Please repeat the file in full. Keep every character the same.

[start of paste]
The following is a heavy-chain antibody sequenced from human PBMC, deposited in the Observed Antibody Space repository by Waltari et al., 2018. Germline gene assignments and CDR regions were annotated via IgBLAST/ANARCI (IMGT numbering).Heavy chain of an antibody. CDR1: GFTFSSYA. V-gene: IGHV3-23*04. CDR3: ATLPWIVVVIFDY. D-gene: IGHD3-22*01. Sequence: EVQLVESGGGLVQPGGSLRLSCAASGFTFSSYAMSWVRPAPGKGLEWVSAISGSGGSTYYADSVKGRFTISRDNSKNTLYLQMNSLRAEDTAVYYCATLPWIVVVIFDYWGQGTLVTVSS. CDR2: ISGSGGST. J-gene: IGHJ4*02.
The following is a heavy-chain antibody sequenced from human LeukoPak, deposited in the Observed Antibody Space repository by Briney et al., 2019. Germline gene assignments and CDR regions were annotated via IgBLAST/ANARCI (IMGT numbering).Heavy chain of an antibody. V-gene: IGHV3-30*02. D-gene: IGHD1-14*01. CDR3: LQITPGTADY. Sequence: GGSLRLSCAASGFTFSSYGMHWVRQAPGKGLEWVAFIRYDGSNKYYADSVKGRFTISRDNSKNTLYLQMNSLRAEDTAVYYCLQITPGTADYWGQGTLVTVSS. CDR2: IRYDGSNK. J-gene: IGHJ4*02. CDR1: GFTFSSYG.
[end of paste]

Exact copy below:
The following is a heavy-chain antibody sequenced from human PBMC, deposited in the Observed Antibody Space repository by Waltari et al., 2018. Germline gene assignments and CDR regions were annotated via IgBLAST/ANARCI (IMGT numbering).Heavy chain of an antibody. CDR1: GFTFSSYA. V-gene: IGHV3-23*04. CDR3: ATLPWIVVVIFDY. D-gene: IGHD3-22*01. Sequence: EVQLVESGGGLVQPGGSLRLSCAASGFTFSSYAMSWVRPAPGKGLEWVSAISGSGGSTYYADSVKGRFTISRDNSKNTLYLQMNSLRAEDTAVYYCATLPWIVVVIFDYWGQGTLVTVSS. CDR2: ISGSGGST. J-gene: IGHJ4*02.
The following is a heavy-chain antibody sequenced from human LeukoPak, deposited in the Observed Antibody Space repository by Briney et al., 2019. Germline gene assignments and CDR regions were annotated via IgBLAST/ANARCI (IMGT numbering).Heavy chain of an antibody. V-gene: IGHV3-30*02. D-gene: IGHD1-14*01. CDR3: LQITPGTADY. Sequence: GGSLRLSCAASGFTFSSYGMHWVRQAPGKGLEWVAFIRYDGSNKYYADSVKGRFTISRDNSKNTLYLQMNSLRAEDTAVYYCLQITPGTADYWGQGTLVTVSS. CDR2: IRYDGSNK. J-gene: IGHJ4*02. CDR1: GFTFSSYG.